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[filmscanners] DSLRs, film scans and color (was: is this about as good asitgets?)

>I have not used any DSLR. Does DSLRs produce accurate colours?

How does one define "accurate?"  DSLRs can yield good color.  I use both a 
Canon D60 digital camera and film cameras.  I'll frequently perform tonal and 
color editing operations on image files from the D60 -- editing similar to what 
I do with image files from scanned film negatives.  Knowledge of how to work 
with color is useful to me: my results for web images or in prints would be 
poorer without some color understanding and editing skills on my part.

Bob Shomler

PS.  For some examples, the images on my Raptors (owls and hawks) web page all 
are from the D60, daylight; images on The Nutcracker (dance photos web pages) 
are a mix of film and D60, indoor theatre-stage lighting.

At 10:15 AM 1/27/2003 -0500, you wrote:
>One problem with scanner, at-least for me, is I had to do a lot of colour 
>Since photography is not my profession, I had to read a lot about it.
>Even with all these effort, colour correction takes lot of time and I am not 
>satisfied with my SKILL.
>I think something needs to be done to improve this, may be by providing 
>film/slide profile for
>each film/slide. Except for this I am very happy with Film-Scanner combination 
>and will
>continue for another 2 years.
>I have not used any DSLR. Does DSLRs produce accurate colours?
>-----Original Message-----
>From: Thomas Maugham [mailto:TMaugham@yahoo.com]
>Sent: Sunday, January 26, 2003 6:39 PM
>To: Nagaraj, Ramesh
>Subject: [filmscanners] RE: Filmscanners - is this about as good as
>My 2 cents on this is to agree that we have reached as high as we will with
>scanner hardware. We will, however, see improvement and innovation in the
>scanning software as well as post-scan software such as Genuine Fractals is
>doing. And I also believe that we will see improvement and innovation in the
>printing processes, ink jet, dye transfer and yet-to-be developed printing
>-----Original Message-----
>From: filmscanners_owner@halftone.co.uk
>[mailto:filmscanners_owner@halftone.co.uk]On Behalf Of Simon Lamb
>Sent: Sunday, January 26, 2003 6:29 PM
>To: TMaugham@yahoo.com
>Subject: [filmscanners] Re: Filmscanners - is this about as good as
>On 26/01/03 21:44, "Tim Atherton" <tim@KairosPhoto.com> wrote:
>> For a few years, Nikon, Canon, Polaroid, Minolta were all outdoing each
>> other producing better general level filmscanners culminating in, for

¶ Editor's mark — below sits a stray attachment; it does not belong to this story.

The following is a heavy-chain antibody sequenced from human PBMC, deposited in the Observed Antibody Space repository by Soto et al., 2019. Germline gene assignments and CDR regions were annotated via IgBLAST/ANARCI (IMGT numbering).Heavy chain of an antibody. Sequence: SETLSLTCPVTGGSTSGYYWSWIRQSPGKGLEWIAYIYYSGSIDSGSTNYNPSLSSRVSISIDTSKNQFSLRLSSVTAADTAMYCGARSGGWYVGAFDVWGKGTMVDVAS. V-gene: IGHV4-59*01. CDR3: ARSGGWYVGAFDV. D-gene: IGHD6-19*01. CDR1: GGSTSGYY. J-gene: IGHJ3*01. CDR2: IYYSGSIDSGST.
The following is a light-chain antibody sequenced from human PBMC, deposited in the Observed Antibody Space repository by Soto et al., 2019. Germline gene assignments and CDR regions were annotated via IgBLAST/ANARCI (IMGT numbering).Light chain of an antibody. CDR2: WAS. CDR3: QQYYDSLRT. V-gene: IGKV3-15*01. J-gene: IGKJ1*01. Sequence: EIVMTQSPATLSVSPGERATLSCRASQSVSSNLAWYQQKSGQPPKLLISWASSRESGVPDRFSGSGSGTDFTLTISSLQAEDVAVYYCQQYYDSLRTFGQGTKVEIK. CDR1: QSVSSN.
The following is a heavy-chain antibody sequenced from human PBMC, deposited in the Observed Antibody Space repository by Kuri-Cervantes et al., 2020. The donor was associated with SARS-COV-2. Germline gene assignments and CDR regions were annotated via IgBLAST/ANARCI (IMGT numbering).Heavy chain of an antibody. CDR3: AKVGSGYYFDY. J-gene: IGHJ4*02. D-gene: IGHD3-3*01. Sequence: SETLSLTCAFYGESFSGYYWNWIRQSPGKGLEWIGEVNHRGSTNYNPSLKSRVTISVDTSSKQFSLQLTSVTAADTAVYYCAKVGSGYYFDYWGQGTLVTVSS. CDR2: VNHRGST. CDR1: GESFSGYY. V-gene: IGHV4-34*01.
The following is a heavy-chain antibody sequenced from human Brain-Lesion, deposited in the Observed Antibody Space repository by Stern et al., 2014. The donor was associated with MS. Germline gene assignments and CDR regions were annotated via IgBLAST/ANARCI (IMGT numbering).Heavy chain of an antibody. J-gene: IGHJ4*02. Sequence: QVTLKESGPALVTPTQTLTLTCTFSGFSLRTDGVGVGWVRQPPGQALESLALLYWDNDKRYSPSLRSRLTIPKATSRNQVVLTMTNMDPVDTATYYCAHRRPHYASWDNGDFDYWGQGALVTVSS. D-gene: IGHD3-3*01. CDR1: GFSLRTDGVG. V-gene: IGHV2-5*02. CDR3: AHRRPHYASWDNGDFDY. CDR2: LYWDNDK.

>> example, the LS2000 or 4000 for Nikon.
>> My feeling is, that with the huge boom in pro level digital, the need for
>> these kind of scanners has reduced (or at least levelled off), and the
>> scanners themselves seem to have reached a level of performance that is
>> acceptable for most requirements.
>> So, as far as desktop film scanners go, do people think that this is about
>> as good as it gets for now?
>> I can see some moderate improvements being made here and there, and maybe
>> new model or two. But I think that for the foreseeable future, the sort of
>> rapid development and arrival of new models has probably levelled out.
>> What do people think?
>I has this debate a couple of weeks ago and I agree with your views.  I
>think that the equipment is out there now to make superb scans and, with the
>right scan resolution, you can also make very large prints.  A medium format
>negative scanned on an LS8000 will produce huge prints is needed.
>I don't think scanner manufacturers will be making any significant
>investment in designing a new generation of scanners as I think that digital
>capture in the camera will negate the need for film and scanners (for those
>that desire or need to negate it), and I believe that all the quality that
>one needs is already out there.   Everything from my LS30 to an Imacon 848
>can be bought, used and provide and increasing level of quality.
>Digital cameras may not kill off film in the next 5-10 years, but I bet it
>will kill of scanner development.  What we may see is the rise of the
>flatbed, since this technology is catching up in terms of ppi, dynamic range
>etc., and there are other drivers for producing the technology, not just
>film scanning.  Look at the Epson 3200 or Artixscan 1800f to see some
>seriously good specifications, rivaling some of the current dedicated film
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